THE BLOG

Why the West Wants to Invest in Education in the UAE

10/08/2015 10:11 BST | Updated 06/08/2016 10:59 BST

Having the seventh largest oil-reserves in the world, UAE was guided into its quintessential element by the late Sheikh Zayed bin Sultan Al Nahyan - the man responsible for putting together the United Arab Emirates after the UAE's independence from the United Kingdom in 1971. Sheikh Zayed ensured that the oil revenues were invested heavily into the sectors of education, healthcare, and infrastructure. He often said, "Youth is the real wealth of the nation" and wanted to make sure they were educated to the best extent possible.

Before the world was able to spot oil in the bellies of the UAE, the region did not have basic education systems. When the first commercial oil production began in 1962 in Abu Dhabi, there were only 20 schools with less than 4000 students, most of whom were boys. And after the independence from the British, education was a privilege found and cherished only in the urban caches of the UAE. By 1971, there were about 28,000 students in the UAE. Post secondary education, for those students who wanted to pursue further education had to go abroad. Primarily, to the United Kingdom or the United States.

For this, the student's expenses were undertaken by the government. A not-so-viable economic option.

Some time before the British left, in 1953, they built the first school in Sharjah that offered a comprehensive Western-built curriculum. Consecutively, by 1958, they had built many schools in Abu Dhabi, Ras Al Khaimah, and Khawr Fakkan, including two speciality schools. One was for agriculture in Ras Al Khaimah. The other was a technical school in Sharjah.

Today, Ras Al Khaimah, the northmost emirate of the UAE, ruled by Sheikh Saud Bin Saqr Al Qasim, has its own American University of Ras Al Khaimah (a public non-profit co-education institution of higher education that integrates American-style education with local indigenous cultures). There is also the Ras Al Khaimah Centre for Advanced Materials (RAK- CAM), a flagship for advanced Material Science research in the Middle East that focuses on alternate energy sources, better models of construction, enhanced water purification, and other innovative and effective protocols for real environmental protection.

If that is the excerpt of just one emirate, the rest of the UAE also has a positive tale to tell. What used to be an exclusive access to the upper class in the middle east, schools are now seen in every village of the region, with a majority of secondary schools providing boarding facilities to increase the literacy percentage. Over 50,000 students have graduated from the UAE University, the first University in the United Arab Emirates, since its opening in 1977 in Al Ain.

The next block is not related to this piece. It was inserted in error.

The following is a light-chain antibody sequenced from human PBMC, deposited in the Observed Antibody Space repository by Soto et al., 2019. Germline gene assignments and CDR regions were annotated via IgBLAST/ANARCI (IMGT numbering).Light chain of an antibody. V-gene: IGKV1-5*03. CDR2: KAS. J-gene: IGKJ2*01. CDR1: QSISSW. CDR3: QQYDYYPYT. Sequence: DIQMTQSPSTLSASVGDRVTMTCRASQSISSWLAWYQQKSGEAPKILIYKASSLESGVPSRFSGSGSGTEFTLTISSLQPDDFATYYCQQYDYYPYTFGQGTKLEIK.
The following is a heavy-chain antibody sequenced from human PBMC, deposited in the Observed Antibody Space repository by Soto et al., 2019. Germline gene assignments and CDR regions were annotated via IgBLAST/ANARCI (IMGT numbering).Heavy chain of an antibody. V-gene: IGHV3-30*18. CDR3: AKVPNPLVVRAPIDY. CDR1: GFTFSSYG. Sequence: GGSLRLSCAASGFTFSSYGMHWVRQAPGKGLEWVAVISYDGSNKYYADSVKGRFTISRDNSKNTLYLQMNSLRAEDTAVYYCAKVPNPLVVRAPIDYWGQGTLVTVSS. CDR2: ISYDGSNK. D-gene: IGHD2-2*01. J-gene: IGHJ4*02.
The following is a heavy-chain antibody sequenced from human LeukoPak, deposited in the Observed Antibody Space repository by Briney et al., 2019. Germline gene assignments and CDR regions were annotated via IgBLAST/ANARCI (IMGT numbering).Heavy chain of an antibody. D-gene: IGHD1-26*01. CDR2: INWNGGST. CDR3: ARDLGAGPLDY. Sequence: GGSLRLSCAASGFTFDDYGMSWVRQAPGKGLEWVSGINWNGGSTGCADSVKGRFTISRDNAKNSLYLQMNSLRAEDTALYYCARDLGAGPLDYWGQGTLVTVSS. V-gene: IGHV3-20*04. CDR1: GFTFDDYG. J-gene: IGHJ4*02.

From an arid, inhospitable dry land to evolving as one of the most sought-after infrastructure jungles, UAE has a come long way. It was able to do this because of its import structure. Offering attractive investment and employment opportunities, it was able to bring in a vast pool of quality talent for positions in the highest management to house maids, construction, and daily wage workers. With a ratio of 9 expatriates to one emirati, it became important to have an in-house education system. 20 years ago, the majority of the middle-class expatriates settled in any of the seven emirates had to send their daughters and sons to foreign countries like Canada, Australia, India, USA, or UK for higher education.

Though the UAE, since over half a century, has been making its billion dollar petrodollar transactions with the western civilisations, the official language in the internal administrations are strictly Arabic.

An Alpen report states that UAE's population is set to reach 9.9 million by 2016, out of which the expatriate interference will conquer the stage at 88%. This prominent chunk of demographics will be waiting in line to enrol for primary, secondary, and tertiary education.

Since the last decade, reputable universities and coveted institutes like University of Strathclyde Business School UAE, Royal College of Surgeons in Ireland (RCSI) - Dubai, Dubai Harvard Foundation for Medical Research, French Fashion University Esmod, NYIT Abu Dhabi from the USA, UK, Canada, have tied up with universities in the UAE to offer specialised and comprehensive curriculum in technology, science, business, fashion, and hospitality.

The partnership between foreign universities and the educational kernels of the UAE enhance the constitution of educational policies in the emirates. This also includes the rendering of strategic services and support to pack internal and external capabilities in the education and public sector by combining the solidarity of communities, collaboration, and shared motto. The intricate cultural connections from the western collaborations is not only nurturing and heightening sensible associations with individuals and organisations in the UAE, but it is also cultivating progressive, educated, and ready-to-deploy world-class citizens from its own womb.